90 …or this guy…. "After watching the movie sos I could really get it, and reading the book, although in all sincerness it was the Classic Junior Comic of my youth, which I cherish, not the novelle since I haven't got all day to bake a cake with you, (sorry, my parental rights come before a book because being a good example is more important than being seen reading or watching a non-barney substance for my own benefit or pleasure or a good grade) I have concluded that being a comic and thereofe much shorter than a book with hard covers still gives no rights for leaving out important people who have a part in the story, such as the girl with short hair who could shoot, and Moochie. I find follity logic in this paper version because it left out so much that was in the movie! I think in my opinion since the question begged me that the tree house was the best part of the story, and I would love to have one, for I would make my bed in the tower and paint the walls green but have real plumbing with shower and high speed internet in it. I find the book version lacking for it left out the treehouse and the girl and that Tarzan game they played by the waterfalls. Also, many of the words were long and hard to understand, since I was ever in a hurry that week and coulndt' stop to use the dictionary all the time like usual when I read the paper, for example, or the instructions on the back of No- Bake Cheesecake by Jello. I also wondered things like where the hell are all the pirates? To answer the question in only a few words I would have to say, the movie was better because it had them riding ostriches and rolling logs down a hill to crush people, where in the book there was nothing cool like that."

91 Writing about comparisons is often useful, though. Well, usually.

92 Do not be surprised when those who ignore the rules of grammar also ignore the law. After all, the law is just so much grammar. ~Robert Brault

93 “20 items or less,” indeed. “Less” is used when the items cannot be easily counted. If the items can be easily counted, the proper word is “fewer.” Sally ate less at breakfast than at lunch. Sally ate fewer meals with her new diet. Please alert your local WalMart, as their sign really annoys people who know how to use the English language. Then again, it also shows the local population who can read & count and who can’t – a little IQ test, if you will.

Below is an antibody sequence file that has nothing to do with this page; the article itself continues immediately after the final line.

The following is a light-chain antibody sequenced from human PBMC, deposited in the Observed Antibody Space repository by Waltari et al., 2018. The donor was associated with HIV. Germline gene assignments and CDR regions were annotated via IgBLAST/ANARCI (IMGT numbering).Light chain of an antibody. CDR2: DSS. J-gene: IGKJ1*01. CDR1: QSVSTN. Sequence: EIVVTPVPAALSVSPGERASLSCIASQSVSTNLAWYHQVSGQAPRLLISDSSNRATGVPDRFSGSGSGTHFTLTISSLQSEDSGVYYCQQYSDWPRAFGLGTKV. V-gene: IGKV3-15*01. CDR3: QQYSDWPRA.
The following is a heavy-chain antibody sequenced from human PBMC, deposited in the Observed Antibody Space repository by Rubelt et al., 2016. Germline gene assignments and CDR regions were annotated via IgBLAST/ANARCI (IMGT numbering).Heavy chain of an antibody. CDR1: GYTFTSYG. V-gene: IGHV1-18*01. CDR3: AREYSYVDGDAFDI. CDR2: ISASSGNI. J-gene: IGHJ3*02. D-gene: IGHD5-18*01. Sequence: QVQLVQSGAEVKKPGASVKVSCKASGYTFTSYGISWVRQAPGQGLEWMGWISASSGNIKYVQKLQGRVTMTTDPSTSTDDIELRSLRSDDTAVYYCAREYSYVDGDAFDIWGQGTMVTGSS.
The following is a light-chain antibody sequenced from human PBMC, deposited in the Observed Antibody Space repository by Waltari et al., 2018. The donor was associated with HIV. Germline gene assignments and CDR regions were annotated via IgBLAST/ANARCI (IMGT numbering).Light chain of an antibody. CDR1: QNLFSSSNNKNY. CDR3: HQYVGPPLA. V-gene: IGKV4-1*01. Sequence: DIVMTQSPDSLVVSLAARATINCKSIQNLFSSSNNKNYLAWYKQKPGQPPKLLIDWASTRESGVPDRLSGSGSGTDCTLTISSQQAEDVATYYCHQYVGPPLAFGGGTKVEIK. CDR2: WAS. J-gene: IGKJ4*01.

94 Use “I” if the pronoun is the subject, or if it follows a linking verb. When in doubt, use the pronoun alone. The rule doesn’t change just because you might be dealing with a compound.

95 The most essential gift for a good writer is a built-in, shock-proof shit detector. ---Ernest Hemingway

96 Things you write can come back to haunt you. Think before you post.

97 If you’re going to worry, worry about the right things. Change the wrong things.

98 Some critics will write “Maya Angelou is a natural writer” - which is right after being a natural heart surgeon. -- Maya Angelou

99 There is no greater agony than bearing an untold story inside you. ~ Maya Angelou

100 Yes. Yes, we can.

101 Marie Antoinette never said “Let them eat cake.” She was misquoted. Be careful with your citations; you don’t want to be misquoted, either. Of course, there’s no sense losing your head over it.

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104 Be sure your graphics match your message. The wrong graphic might invalidate your argument.

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106 Duckface was stupid at the turn of the 20 th century, too.

107 Write about your pleasures.

108 Write about your job.

109 Write about other people’s children.

110 Write about funny signs you see in your area.

111 Write about funny things. Write about sad things. Write about things that have happened to you, or to someone you know. Write about deadly serious things. Write about things so other people will know what to do in similar circumstances. Tell us. Tell.

112 The beautiful part of writing is that you don’t have to get it right the first time, unlike, say, a brain surgeon. ~Robert Cormier

113 The power of the harasser, the abuser, the rapist depends above all on the silence of women.—Ursula LeGuin Speak out. Act. Write it up.

114 Be the brave one, not the needy one. Write your own story.

115 Choose your words wisely.

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117 Let the secret of your success be YOU.

118 Authors who never give you something to disagree with never give you anything to think about. -- Michael LaRocca Don’t be afraid to make a reader angry. You’re doing him a favor if you do. Never fear controversy. Embrace it. It makes us think.

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120 Be careful what you write down. Be sure you really want to write it. You are carving in stone. Is this how you want people to perceive you?

121 All creative people are a little crazy. Nurture it. It’s what makes us unique. It’s also what gives us blog fodder.

122 TELL US ABOUT IT. Do you do ordinary things in an unusual way?